FDA orders stevia distributor to destroy herb cookbooks
A Texas-based distributor of a dietary supplement called stevia is fighting a U.S. Food and Drug Administration directive that mandates destruction of about 2,500 cookbooks.
Oscar Rodes, founder of the Stevita Co. in Arlington, Texas, said the FDA ordered the action this spring because the books contain information about stevia. Although the product can be distributed as a dietary supplement, the FDA said Stevita had been illegally marketing it as a food additive.
In a letter to Stevita, James Lahar, an FDA compliance officer based in Dallas, ordered the company to destroy the “offending books” and said that investigators would conduct an inventory and “witness the destruction of the cookbooks, literature, and other publications for the purpose of verifying compliance.”
The FDA first notified Stevita last March of its concerns. In a letter, the agency said that stevia is an “unapproved food additive” and that inadequate testing on the product means that “significant safety concerns exist for the general use of stevia.”
The FDA sent a second letter in May 19 ordering Stevita to destroy all of its cookbooks and other stevia-related publications, noting that such literature promoted stevia as a food additive.
Rodes said his company complied with the warning by removing any mention of stevia's benefits from brochures and similar literature. He said Stevita also scaled back its Internet site by severing its links to other stevia sites.
Rodes said the extract of the stevia shrub has been used as a sugar substitute for more than 100 years, especially in Japan and South Korea. Some advocates claim stevia is more than 200 times sweeter than sugar and much healthier.
A native of Brazil, Rodes said he began investing in stevia 10 years ago and soon moved to the United States. For the past eight years, he's been importing and distributing stevia in the United States through the company he founded.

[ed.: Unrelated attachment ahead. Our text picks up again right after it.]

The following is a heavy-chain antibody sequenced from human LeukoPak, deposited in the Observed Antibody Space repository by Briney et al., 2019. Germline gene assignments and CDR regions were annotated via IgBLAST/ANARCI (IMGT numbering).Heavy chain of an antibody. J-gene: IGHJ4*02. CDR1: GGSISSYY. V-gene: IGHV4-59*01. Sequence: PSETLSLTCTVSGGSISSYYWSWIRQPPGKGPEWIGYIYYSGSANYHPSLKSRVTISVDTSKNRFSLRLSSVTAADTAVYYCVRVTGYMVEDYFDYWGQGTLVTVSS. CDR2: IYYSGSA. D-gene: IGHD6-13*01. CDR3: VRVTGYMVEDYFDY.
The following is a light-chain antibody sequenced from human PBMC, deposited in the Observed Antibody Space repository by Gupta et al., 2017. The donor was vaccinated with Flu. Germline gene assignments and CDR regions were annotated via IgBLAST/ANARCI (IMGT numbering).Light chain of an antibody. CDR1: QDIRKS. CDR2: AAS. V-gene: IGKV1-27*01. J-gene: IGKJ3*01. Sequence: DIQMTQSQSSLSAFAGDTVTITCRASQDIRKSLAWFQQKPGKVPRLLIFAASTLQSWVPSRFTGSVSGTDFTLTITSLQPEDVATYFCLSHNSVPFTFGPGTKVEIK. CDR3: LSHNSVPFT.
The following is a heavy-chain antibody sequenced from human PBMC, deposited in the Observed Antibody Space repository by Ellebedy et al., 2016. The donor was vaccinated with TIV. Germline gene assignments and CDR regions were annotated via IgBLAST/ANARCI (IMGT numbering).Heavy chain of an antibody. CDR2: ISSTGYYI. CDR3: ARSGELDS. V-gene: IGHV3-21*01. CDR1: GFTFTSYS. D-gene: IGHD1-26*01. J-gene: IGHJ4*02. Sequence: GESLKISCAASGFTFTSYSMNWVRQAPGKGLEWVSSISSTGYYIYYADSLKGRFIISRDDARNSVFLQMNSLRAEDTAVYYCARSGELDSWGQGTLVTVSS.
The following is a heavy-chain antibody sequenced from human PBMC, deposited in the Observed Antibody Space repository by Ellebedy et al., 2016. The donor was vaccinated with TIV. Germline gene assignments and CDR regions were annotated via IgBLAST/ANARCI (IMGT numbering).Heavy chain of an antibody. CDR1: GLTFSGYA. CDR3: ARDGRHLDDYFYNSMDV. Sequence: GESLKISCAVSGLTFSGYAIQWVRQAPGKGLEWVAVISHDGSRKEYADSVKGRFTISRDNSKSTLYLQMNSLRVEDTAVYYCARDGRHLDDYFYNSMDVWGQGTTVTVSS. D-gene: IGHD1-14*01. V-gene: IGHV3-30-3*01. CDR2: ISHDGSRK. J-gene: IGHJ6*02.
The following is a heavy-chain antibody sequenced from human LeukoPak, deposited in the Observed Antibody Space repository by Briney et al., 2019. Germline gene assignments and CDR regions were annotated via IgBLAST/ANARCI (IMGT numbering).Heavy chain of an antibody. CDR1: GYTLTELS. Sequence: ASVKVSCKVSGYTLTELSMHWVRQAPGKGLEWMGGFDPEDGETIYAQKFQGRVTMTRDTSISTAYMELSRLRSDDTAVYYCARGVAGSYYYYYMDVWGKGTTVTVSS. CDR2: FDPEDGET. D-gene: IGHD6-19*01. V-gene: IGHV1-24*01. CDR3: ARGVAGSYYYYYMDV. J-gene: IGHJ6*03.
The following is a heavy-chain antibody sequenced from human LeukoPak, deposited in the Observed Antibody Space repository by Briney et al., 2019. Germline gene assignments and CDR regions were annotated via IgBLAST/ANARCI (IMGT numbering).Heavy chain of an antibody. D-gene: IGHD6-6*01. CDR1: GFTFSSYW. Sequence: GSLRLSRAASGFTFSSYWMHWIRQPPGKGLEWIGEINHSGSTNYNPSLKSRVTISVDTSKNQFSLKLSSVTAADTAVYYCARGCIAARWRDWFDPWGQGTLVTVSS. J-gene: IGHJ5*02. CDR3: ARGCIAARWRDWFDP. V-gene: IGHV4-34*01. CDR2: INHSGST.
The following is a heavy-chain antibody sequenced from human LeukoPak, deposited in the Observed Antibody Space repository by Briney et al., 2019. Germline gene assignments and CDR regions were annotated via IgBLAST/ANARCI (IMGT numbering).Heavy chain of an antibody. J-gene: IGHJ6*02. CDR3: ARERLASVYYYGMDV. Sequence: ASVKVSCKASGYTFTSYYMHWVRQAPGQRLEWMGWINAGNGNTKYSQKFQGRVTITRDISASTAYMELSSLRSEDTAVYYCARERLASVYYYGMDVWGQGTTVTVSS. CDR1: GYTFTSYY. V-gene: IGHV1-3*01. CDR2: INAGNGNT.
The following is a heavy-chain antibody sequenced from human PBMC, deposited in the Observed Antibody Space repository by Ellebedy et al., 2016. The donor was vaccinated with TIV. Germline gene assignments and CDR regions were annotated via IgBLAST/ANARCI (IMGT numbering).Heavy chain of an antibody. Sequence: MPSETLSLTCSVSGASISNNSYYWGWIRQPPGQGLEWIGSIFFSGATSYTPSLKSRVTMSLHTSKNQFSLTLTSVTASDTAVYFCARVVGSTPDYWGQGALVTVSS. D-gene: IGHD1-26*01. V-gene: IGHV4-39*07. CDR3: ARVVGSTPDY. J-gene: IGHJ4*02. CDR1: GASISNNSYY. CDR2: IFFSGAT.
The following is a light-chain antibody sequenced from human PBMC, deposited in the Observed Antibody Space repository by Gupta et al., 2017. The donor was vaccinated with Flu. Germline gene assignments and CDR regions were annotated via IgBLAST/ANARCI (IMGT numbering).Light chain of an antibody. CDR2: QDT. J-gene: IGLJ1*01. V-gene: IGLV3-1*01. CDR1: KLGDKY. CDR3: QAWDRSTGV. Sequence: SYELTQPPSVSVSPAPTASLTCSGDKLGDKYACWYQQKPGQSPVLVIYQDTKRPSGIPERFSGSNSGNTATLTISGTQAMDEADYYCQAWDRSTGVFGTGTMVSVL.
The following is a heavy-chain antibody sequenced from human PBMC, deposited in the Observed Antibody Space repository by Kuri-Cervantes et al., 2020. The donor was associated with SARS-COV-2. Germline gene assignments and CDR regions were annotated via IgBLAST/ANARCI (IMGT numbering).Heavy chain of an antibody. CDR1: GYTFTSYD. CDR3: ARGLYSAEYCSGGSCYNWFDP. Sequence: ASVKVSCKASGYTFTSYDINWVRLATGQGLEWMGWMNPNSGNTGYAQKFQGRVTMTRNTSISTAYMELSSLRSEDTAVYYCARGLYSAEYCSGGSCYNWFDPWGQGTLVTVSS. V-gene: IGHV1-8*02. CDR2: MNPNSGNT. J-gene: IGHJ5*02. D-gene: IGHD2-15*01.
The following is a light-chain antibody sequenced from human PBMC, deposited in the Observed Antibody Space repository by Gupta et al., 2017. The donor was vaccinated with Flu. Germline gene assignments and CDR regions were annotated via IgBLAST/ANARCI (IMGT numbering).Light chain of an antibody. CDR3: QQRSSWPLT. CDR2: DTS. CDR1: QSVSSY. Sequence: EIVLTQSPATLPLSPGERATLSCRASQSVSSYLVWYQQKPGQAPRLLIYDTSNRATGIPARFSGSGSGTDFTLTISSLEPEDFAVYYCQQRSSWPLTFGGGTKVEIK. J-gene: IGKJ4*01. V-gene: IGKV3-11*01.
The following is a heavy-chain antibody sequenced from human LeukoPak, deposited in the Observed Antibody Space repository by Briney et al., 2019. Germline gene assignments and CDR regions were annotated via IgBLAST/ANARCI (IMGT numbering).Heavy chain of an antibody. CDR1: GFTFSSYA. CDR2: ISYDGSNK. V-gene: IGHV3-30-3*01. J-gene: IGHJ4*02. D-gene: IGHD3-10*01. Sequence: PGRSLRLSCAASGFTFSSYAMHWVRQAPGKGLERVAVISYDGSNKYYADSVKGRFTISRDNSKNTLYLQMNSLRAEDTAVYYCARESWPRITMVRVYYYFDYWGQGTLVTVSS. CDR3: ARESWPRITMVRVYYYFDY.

Although the FDA prohibited companies such as Lipton and Celestial Seasonings from using stevia in their products, the passage of the Dietary Supplement Health and Education Act in 1994 freed up the distribution of the product. But present FDA rules allow stevia products to be marketed only as dietary supplements without any mention of its sweetening properties or health benefits.
FDA officials declined to comment about the case.
Jim Johnstone, a Washington, D.C.-based attorney who often handles cases involving the FDA, said the Stevita situation sounds more consistent with the FDA of 40 years ago than of with today's.
“If the books and the products were being sold together by the manufacturer and there were claims in the book the FDA didn't like, [40 years ago, it] was standard practice to treat it as labeling,” Johnstone said.
But Johnstone said the order to destroy books sounds inconsistent with current FDA practice. He said it was once a common practice for the agency to forbid the sale of books along with food supplements.
The FDA relented somewhat last month by allowing the company to continue selling The Stevia Story: A Tale of Incredible Sweetness & Intrigue by Donna Gates and Linda and Bill Bonvie and one other book. But the agency continues to require the Stevita Co. to not only destroy more than 2,000 copies of a stevia cookbook but to recall the cookbooks it has already sold.
“Have you ever heard about anyone recalling books?” asked Rodes, who estimates that he's sold about 10,000 copies of the cookbook through mail and Internet orders.
Rodes called the FDA's actions “absurd” and “very frustrating.”
“We have a right to sell these books,” he said. “If I can sell this product, but I can't sell the book, there's something wrong here. This is not Nazi Germany.”